30 juillet 2012
New lands, new scams
Before I begin, I need to get one thing out of my system: holy crap is Dakar nice when compared to Burkina Faso! They have a beach! Palm trees! Good restaurants! Taxi cabs without partially shattered windshields! Pretty buildings! Views! Sidewalks that aren’t just concrete slats balanced precariously over open sewers! It’s amazing here, and a BIG photo post will surely follow tomorrow or the next day. Dakar is amazing, and we’ll get to that, but today is more about comparative Peace Corps experiences.
If you’ve been following this blog lately, you’ll already know that I flew to Dakar yesterday for a series of medical evaluations (that will commence at 4 pm today). It was a more or less uneventful flight, save for the fact that I was seated right beside the damn engine and couldn’t hear a frigging thing for the entire trip. I got in right at sunset, rode over to the PC Senegal bureau with the travel agency facilitateur that they sent over (the PC Senegal bureau is soooo much nicer than the PC Burkina bureau), dropped my stuff off, and more or less immediately went out with a group of Senegal PCVs to get dinner.
Initially, we were just going to walk down the street to this restaurant on the beach (a beach! With sand! And boats!), where these ladies sell freshly grilled fish (fish! That isn’t tilapia!) for 1 mille each. Unfortunately, when we got there the beach was deserted (Ramadan = no fish grilling ladies), so we sort of wandered in circles for awhile, discussing where to go and what to do. Eventually, we decided to catch a cab to another beach, wherein we were assured there would in fact be fish grilling ladies.
…and that’s when the fun began.
After we got in the cab, everything went swimmingly at first. Then, we pulled over to get gas (a common thing in West Africa), and I learned all about one of the more obnoxious local scams. It goes like this:
- You negotiate the price with the cab driver in advance (also common in West Africa). You agree on a sane, reasonable, and entirely normal price of, say, 1500 CFA (this would be 300CFA in Ouaga. Dakar is pricey!).
- You get in the cab, and head towards your destination.
- The cabbie says ‘I need to stop for gas’.
- You pull into the gas station, and he turns around and says ‘I’m going to need that 5000 CFA now, so I can get gas’.
- You reply something to the effect of ‘you mean the 1500 CFA we agreed on?’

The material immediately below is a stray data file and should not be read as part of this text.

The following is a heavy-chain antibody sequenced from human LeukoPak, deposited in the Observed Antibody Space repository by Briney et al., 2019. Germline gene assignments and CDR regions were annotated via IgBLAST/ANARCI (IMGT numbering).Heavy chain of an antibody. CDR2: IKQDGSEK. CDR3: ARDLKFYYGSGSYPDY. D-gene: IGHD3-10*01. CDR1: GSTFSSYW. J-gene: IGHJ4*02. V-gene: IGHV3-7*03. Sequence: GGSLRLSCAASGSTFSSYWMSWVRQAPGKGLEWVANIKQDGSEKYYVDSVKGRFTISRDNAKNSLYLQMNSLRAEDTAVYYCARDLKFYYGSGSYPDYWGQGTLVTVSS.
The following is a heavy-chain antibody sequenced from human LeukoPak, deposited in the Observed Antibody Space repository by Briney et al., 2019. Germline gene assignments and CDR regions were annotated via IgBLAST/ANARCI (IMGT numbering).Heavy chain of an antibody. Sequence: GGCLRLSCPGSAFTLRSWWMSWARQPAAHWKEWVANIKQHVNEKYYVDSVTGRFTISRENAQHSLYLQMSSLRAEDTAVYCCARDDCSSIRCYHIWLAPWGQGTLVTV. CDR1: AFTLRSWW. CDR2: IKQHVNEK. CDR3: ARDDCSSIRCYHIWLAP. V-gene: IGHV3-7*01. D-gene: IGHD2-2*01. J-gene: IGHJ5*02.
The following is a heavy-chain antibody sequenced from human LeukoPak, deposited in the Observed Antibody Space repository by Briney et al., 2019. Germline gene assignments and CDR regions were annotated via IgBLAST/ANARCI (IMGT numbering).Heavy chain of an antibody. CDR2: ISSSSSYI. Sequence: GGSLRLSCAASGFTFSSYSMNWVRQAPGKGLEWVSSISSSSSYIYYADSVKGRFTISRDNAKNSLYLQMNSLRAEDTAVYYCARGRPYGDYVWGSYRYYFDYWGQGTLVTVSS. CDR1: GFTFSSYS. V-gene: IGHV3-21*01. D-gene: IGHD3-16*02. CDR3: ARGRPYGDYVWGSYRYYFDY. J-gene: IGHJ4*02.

- He says, ‘no, the 5000 CFA you said you would pay me. Are you trying to cheat me?’
- You reply ‘what are you talking about?’
- He gets out, starts yelling really loudly about how you’re cheating him. He makes a big scene, and waves and yells a lot of imprecations at you in Wolof (the local language).
- You get out and start yelling back.
- He accuses you of being a thief, and gets blustery and says he’s going to kick your ass.
- You’re unimpressed, figuring you have him 5 to 1.
- Then the gas station employees start drifting up, and you realize…he has intentionally brought you to a station that’s owned by his brother or cousin or whatever.
- He makes a strategic mistake, and says ‘you give me 5000 CFA now, or I call the police’
- You call his bluff and say, ‘fine…while you’re at it, we’ll call the Peace Corps (yeah, that’s right…we’re not tourists! Surprise, asshole!), and they’ll send a lawyer over. We have all night. Let’s see who wins this little showdown.’
- His gas station buddies back off a bit.
- You talk, slap 1500 CFA on his dash, tell him to fuck off in English, and flag another cab.
- Situation resolved.
That was quite the situation, let me tell you. While I was never really scared (I am yet to meet the African that I would be afraid to take on head to head), getting in a fight with someone who has a grudge and nothing to lose is never fun. If we hadn’t been PCVs, with solid French and a good bit of Wolof, it could have been a really tough bind. I get the sense that this is a thing that works frequently and well on tourists, and I wouldn’t even want to think about how scared you might be if it was your first time in Africa, you had no language skills, and you were more or less at this guy’s mercy for getting where you wanted to go.
Even more terrifying is a variation on this scheme that the local PCVs explained to me in the 2nd cab: instead of taking you to a gas station, they take you to a police station (again, where a brother/cousin/etc works) and accuse you of theft. Then, instead of paying 3 times too much for a cab ride, you get shaken down for a ‘fine’ that just coincidentally happens to be exactly the amount of all the cash you’re carrying on you and stupid enough to mention that you have.
I’m not sure I’d actually have the cojones to pull it off, but I think if that happened, I would just let them arrest me. I’m pretty sure the clout that PC pulls would be more than enough to get me out the next day. It would just be a question of getting through the night without getting thumped by the police and/or getting worked over by the other inmates (who I probably would be afraid to take in a fight). It’s an interesting theory…to hash out over a victory beer.
Dakar is a hard place. I’m looking forward to seeing more of it.
But maybe not by cab.